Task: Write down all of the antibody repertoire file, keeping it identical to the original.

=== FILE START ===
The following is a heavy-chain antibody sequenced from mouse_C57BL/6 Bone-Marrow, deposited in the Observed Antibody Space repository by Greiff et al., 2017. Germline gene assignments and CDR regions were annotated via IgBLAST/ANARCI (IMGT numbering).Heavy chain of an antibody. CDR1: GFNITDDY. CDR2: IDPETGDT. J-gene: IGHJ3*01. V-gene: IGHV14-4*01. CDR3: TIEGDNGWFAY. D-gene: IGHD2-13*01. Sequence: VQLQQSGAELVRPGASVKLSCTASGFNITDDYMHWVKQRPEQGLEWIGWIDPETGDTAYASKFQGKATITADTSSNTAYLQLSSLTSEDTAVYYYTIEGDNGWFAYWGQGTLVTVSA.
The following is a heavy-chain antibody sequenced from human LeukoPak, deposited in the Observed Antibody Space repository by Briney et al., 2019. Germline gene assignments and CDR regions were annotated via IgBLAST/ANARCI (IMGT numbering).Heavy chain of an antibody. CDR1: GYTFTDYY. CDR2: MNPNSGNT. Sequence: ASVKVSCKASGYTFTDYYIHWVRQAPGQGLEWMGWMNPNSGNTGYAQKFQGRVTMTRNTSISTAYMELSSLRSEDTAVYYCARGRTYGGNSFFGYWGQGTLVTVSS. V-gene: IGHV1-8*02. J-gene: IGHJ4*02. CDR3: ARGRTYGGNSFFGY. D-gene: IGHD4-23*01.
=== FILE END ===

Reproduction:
The following is a heavy-chain antibody sequenced from mouse_C57BL/6 Bone-Marrow, deposited in the Observed Antibody Space repository by Greiff et al., 2017. Germline gene assignments and CDR regions were annotated via IgBLAST/ANARCI (IMGT numbering).Heavy chain of an antibody. CDR1: GFNITDDY. CDR2: IDPETGDT. J-gene: IGHJ3*01. V-gene: IGHV14-4*01. CDR3: TIEGDNGWFAY. D-gene: IGHD2-13*01. Sequence: VQLQQSGAELVRPGASVKLSCTASGFNITDDYMHWVKQRPEQGLEWIGWIDPETGDTAYASKFQGKATITADTSSNTAYLQLSSLTSEDTAVYYYTIEGDNGWFAYWGQGTLVTVSA.
The following is a heavy-chain antibody sequenced from human LeukoPak, deposited in the Observed Antibody Space repository by Briney et al., 2019. Germline gene assignments and CDR regions were annotated via IgBLAST/ANARCI (IMGT numbering).Heavy chain of an antibody. CDR1: GYTFTDYY. CDR2: MNPNSGNT. Sequence: ASVKVSCKASGYTFTDYYIHWVRQAPGQGLEWMGWMNPNSGNTGYAQKFQGRVTMTRNTSISTAYMELSSLRSEDTAVYYCARGRTYGGNSFFGYWGQGTLVTVSS. V-gene: IGHV1-8*02. J-gene: IGHJ4*02. CDR3: ARGRTYGGNSFFGY. D-gene: IGHD4-23*01.